As we first reported last week, the weighted average asking rent for an apartment in San Francisco had slipped a percent in October to $3,375 per month, an average which has since ticked down to $3,350. At the same time, the number of units listed for rent in the city has ticked up nearly 10 percent.

As such, while the average asking rent in San Francisco is up around 10 percent from its pandemic-era low in May and 3 percent higher than at the same time last year, it’s still over 18 percent ($750) lower than prior to the pandemic and 25 percent below a 2015-era peak, with the average asking rent for a one-bedroom in the city having held at around $2,800 over the past quarter (which is down from closer to $3,700 at peak).

Keep in mind that asking rents in San Francisco typically tick down in the fourth quarter with a seasonal slowdown in the market. But a typical slowdown should mute expectations for a full-blown rebound and rapid rise in rents.

Our analysis is based on a subset of (well) over 100,000 listings going back going back to 2004 that we maintain, normalize and index on a monthly basis (or weekly when volatility is up). And as always, we’ll keep you posted and plugged-in.

23 thoughts on “Asking Rents in San Francisco Tick Down Another Percent”
  1. I think it will be a long, long time before we will return to the 2015 peak of $3,700 for a one-bedroom.

    Despite the headlines around Stevenson being blocked, the supply side is still more robust than it’s been in decades. The pipeline of housing is solid, SF Planning is clearly motivated to build, and the YIMBYs are generally winning the war right now.

    On the demand side, work from home seems like it will continue to be a minor but noteworthy headwind to living in SF, more-so than other cities because of such acceptance to WFH from tech companies vs finance, consulting etc.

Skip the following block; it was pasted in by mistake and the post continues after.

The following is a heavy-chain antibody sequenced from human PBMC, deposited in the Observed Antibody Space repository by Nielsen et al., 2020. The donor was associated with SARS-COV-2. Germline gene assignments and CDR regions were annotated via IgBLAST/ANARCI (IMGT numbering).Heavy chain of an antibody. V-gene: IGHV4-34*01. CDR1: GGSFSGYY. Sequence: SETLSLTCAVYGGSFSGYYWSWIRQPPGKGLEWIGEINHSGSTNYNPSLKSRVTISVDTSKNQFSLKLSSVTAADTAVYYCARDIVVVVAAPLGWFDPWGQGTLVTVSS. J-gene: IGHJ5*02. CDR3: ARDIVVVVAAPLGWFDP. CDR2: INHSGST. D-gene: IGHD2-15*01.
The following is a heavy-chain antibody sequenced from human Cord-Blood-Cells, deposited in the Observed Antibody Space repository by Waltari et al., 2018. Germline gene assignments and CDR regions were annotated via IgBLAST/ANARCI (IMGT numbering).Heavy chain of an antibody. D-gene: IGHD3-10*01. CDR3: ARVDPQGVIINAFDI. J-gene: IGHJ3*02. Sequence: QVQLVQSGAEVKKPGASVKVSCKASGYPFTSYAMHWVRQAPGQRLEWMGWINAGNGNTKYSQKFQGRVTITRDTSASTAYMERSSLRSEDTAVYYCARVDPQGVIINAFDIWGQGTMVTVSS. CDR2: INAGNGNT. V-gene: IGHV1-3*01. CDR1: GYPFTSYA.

1. Alternative opinion: Inflation will take us to $3700 by end of next year easily.

      My corporate rentals have never commanded so much money and bookings. My most profitable year was actually 2021 and I don’t see it slowing down.

      1. If so, you’ve either bucked the trend or were managing a portfolio of under-performing properties prior to the pandemic having hit, not only in terms of rents but also relative to local hotel rates, with the Average Daily Rate (ADR) in San Francisco under $200 per night last month, with a sub-50 percent occupancy rate, having averaged over $300 a night in 2019 with an occupancy rate which was averaging closer to 80 percent at the time. Which brings us back to the actual data and trend(s) at hand…

  2. With crimes going up, who wants to live in SF? Every time I go to SF these days, I can’t help but look around me and behind me all the time…

    1. Violent crime in SF is remarkably low relative to the rest of the US and relative even to the city’s own history. I live in SF and I do not spend any of my time looking all around me and behind me as I walk to all the nice places here. Your unnecessary paranoia is a you problem, not a city of San Francisco problem.